As the GM meetings rumor mill began to swirl around the Tigers Wednesday, team president/general manager Dave Dombrowski wanted to dispel a notion that popped up.
“We’re not having a fire sale,” he said by phone Wednesday.
He was surprised the question came up, in fact, and he thought it was a rather ridiculous question. Still, given the buzz coming out of the meetings on Curtis Granderson and Edwin Jackson, it had to be asked.
Others gave no impression of a looming payroll purge, either, so far as they knew. Agents who have talked with the Tigers, too, suggested that wasn’t their understanding, though they didn’t claim to have an intricate knowledge of the team’s plans.
The impression that came out today was that of a team that needs to get creative to look for ways to improve a team that didn’t win the AL Central while having a lot of money tied into untradeable contracts. So they have to look at what the tradeable contracts can get them. One source suggested that after a season like the Tigers had, they could listen to interest on a lot of their players, that the notion of untouchable players was questionable.
So on Jackson and Granderson, and maybe Gerald Laird, maybe even others, they’re going to listen and discuss. If you look at it, they don’t have a whole lot of other players who would attract a nice package in return. But there’s no indication they’re going to move if they don’t like the return.
When rumors started up last fall about the Tigers potentially trading Magglio Ordonez, team president/general manager Dave Dombrowski eventually said that they weren’t looking to trade him. He also said, however, that they would listen on just about any player another club would call him about.
Fast forward to now, with the Tigers reportedly at least listening to interest on Edwin Jackson, and Dombrowski isn’t saying much, which is telling.
“Do not have anything to say about any trade conversations other than to say we have visited with many clubs during the meetings, which is customary,” Dombrowski said in an email Wednesday morning from the GM meetings in Chicago.
He did add, however, that they will have to make some tough decisions this offseason, particularly with the number of free agents they have.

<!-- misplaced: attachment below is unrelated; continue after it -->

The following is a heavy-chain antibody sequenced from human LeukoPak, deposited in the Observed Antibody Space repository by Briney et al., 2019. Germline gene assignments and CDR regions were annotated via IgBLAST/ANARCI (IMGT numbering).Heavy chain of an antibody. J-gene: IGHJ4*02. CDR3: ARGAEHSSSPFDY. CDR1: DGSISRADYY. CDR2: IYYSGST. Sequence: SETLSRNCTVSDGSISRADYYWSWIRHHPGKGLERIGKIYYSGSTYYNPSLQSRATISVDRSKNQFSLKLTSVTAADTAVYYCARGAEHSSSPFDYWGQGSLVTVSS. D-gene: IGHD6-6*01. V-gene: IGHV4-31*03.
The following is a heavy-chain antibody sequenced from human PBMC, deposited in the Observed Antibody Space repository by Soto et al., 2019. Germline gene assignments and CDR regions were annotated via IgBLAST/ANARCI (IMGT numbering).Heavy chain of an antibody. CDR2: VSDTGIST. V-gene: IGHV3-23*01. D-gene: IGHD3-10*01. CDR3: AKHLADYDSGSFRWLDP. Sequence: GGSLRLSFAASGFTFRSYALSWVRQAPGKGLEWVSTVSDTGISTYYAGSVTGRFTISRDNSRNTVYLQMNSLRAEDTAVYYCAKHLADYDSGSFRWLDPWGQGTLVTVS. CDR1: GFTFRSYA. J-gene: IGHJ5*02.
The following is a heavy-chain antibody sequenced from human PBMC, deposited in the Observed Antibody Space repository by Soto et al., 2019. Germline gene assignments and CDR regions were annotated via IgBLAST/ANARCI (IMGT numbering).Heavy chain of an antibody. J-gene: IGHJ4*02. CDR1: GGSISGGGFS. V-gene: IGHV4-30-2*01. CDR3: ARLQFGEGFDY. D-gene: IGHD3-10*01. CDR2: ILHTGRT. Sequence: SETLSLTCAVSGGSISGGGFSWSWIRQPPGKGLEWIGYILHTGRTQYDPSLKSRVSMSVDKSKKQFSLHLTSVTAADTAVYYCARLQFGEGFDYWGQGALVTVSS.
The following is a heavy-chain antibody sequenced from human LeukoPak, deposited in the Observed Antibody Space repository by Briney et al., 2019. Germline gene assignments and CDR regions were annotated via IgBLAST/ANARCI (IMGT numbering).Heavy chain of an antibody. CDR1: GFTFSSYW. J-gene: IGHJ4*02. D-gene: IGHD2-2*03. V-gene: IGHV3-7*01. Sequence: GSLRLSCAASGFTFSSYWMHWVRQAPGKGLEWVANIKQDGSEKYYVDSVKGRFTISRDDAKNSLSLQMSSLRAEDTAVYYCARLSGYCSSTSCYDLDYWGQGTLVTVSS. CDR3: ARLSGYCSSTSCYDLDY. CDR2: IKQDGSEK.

Jackson, an All-Star in the first half of the season before struggling down the stretch, is a tough decision, particularly if trading him can net him from help in return at shortstop or in the bullpen.
That doesn’t mean it’s a payroll decision or a sign of slashing ahead. There’s a difference between cutting payroll and swapping it, particularly if any deal would end up even in salary. There’s also a difference between cutting a salary and selling high on a player.
At this point, Dombrowski said, nothing is close to a deal on anything.
The tight payroll the Tigers have to manage is the biggest challenge in their offseason dealings. That much was clear even before the report Tuesday night on Edwin Jackson. How they deal with it, and the difficult decisions it could prompt, will be a huge factor in how the Tigers look in 2010 and beyond, both with free agents and even with players under team control.
So yes, it could even force the Tigers to make a decision on Jackson, whose maturation as a pitcher this past season made him an All-Star before his second-half struggles left the Tigers trying to figure out what to make of the gifted young right-hander.
A report from FOXSports.com suggests the Tigers are at least listening to interest in Jackson, their No. 2 starter this past season and a 13-game winner. While there are no indications any deal is close, it’s at least a reflection of the choices the Tigers have to consider as the offseason unfolds, and what they might have to consider on Jackson regardless of finances.
Like staff ace and 19-game winner Justin Verlander, Jackson is eligible for arbitration and could qualify for free agency in two seasons. The Tigers are expected to talk with Verlander and his agent about a long-term contract this winter. Dombrowski hasn’t commented on that matter, but he said last month that they hope to keep Verlander in a Tigers uniform for a long time.
They’re both young, both coming off impressive seasons, and both in a position to get a hefty raise in arbitration. Several other Tigers are up for arbitration, too, including catcher Gerald Laird, utilityman Ramon Santiago and relievers Zach Miner, Bobby Seay and Joel Zumaya.
Other Tigers under long-term deals will see their salaries rise next year. Magglio Ordonez’s $18 million option was the most publicized situation. Miguel Cabrera’s salary leaps from $15 million to $20 million. Carlos Guillen’s salary jumps from $10 million to $13 million. Nate Robertson goes from $7 million to $10 million. Curtis Granderson gets a $2 million raise to $5.5 million.